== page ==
To calculate the contribution rates necessary to pre-fund the plan’s benefits, an actuary uses an actuarial cost method, an asset valuation method, a funding policy, economic assumptions, and demographic assumptions. This section describes the actuarial methods we use in our valuation process. Please see Actuarial Assumptions for descriptions of our economic and demographic assumptions. Please see the Actuarial Methods and Assumptions section of the latest Actuarial Valuation Report for a list of frequently changing or new actuarial methods and assumptions. 

Actuarial Cost Methods

The future benefit obligations (or costs of the plan) are spread over the working lifetimes of the plan members based on the plan’s actuarial cost method. This, along with the plan’s funding policy, produces a future stream of contributions to pre-fund the plan’s benefits. Different cost methods allocate costs at different rates. Some allocate costs evenly as a level percentage of pay over a member’s career, while others allocate costs as an increasing percent of pay.

Actuarial cost methods, along with a plan’s funding policy, serve to:

  • Fund future benefits in a consistent manner from year to year.
  • Make up for any shortfalls in prior funding, including differences in funding when experience differs from assumptions.

The two parts of an actuarial cost method are:

  • The Normal Cost – the value of future benefits allocated to the current plan year under the actuarial cost method.
  • The Unfunded Actuarial Accrued Liability (UAAL) – the amount of past service liability that exceeds the value of the plan’s assets. A funding policy helps define how a UAAL will be addressed in future contributions.  

The Legislature is responsible for the selection of the actuarial cost and asset valuation methods as well as the funding policy. The actuarial cost methods and funding policies vary across the Washington State retirement systems and are as follows.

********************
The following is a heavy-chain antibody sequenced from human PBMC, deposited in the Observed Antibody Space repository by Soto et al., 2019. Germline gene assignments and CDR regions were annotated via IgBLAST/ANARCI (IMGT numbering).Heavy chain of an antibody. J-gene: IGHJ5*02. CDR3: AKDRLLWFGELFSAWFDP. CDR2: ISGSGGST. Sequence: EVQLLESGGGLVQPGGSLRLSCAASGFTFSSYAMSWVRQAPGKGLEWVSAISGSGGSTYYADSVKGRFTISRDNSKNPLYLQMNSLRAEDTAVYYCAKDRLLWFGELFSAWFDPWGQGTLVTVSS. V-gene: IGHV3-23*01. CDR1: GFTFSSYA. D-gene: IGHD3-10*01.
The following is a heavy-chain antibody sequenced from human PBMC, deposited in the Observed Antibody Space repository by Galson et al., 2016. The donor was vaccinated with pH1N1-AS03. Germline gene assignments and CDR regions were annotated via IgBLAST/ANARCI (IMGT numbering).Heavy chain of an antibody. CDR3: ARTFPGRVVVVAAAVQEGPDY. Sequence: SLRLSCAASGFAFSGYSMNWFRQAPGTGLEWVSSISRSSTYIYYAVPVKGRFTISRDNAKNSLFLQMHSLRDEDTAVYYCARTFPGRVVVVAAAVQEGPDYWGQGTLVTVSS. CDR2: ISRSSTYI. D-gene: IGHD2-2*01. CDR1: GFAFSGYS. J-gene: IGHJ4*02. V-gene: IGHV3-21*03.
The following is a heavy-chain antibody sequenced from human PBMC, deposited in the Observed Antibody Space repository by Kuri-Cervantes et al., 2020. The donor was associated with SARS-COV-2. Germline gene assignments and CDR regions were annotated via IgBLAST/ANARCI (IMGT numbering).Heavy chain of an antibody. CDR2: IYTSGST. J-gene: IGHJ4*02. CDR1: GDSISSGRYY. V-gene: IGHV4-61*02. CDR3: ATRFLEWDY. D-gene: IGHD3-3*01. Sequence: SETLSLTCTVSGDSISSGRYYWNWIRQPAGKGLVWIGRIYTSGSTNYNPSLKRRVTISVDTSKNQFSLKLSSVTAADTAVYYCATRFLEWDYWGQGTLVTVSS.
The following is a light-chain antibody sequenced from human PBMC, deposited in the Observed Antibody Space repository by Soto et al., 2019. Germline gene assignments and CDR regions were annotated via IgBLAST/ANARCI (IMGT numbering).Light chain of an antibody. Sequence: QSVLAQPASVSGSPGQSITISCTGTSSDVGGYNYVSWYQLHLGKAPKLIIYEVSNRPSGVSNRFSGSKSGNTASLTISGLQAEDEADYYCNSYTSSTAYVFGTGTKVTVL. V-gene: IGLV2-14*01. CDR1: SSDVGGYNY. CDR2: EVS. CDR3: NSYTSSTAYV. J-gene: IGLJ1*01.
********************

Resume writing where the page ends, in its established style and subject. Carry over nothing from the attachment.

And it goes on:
Public Employees’ Retirement System (PERS) Plan 1 and Teachers’ Retirement System (TRS) Plan 1: We use a variation of the Entry Age Normal (EAN) Cost Method to determine the actuarial accrued liability. Under this method, the UAAL is equal to the unfunded actuarial present value of projected benefits less the actuarial present value of future normal costs for all active members and is reset at each valuation date. The present value of future normal costs is based on the Aggregate Normal Cost rate for Plans 2/3 and the resulting UAAL is amortized over a rolling ten-year period, as a level percentage of projected system payroll. The projected payroll includes pay from Plan 2 and Plan 3 as well as projected payroll from future new entrants.

As a result of this hybrid method, employers are charged the same contribution rate, regardless of the plan in which employees hold membership.

The method is subject to maximum contribution rates prior to 2015 and minimum contribution rates thereafter. Please see RCW 41.45.150 for more information.

Law Enforcement Officers’ and Fire Fighters’ (LEOFF) Plan 1: No contributions are currently required for this plan.  Historically, a variation of the Frozen Initial Liability Cost Method was used to determine the normal cost and the actuarial accrued liability for retirement, termination, and ancillary benefits. Under this method, the UAAL is equal to the unfunded actuarial present value of projected benefits less the actuarial present value of future normal costs for all active members and is reset at each valuation date. The present value of future normal costs is based on the Aggregate normal cost rate for Plan 2 and the resulting UAAL is amortized by June 30, 2024, as a level percentage of projected system payroll. The projected payroll includes pay from Plan 2 as well as projected payroll from future new entrants.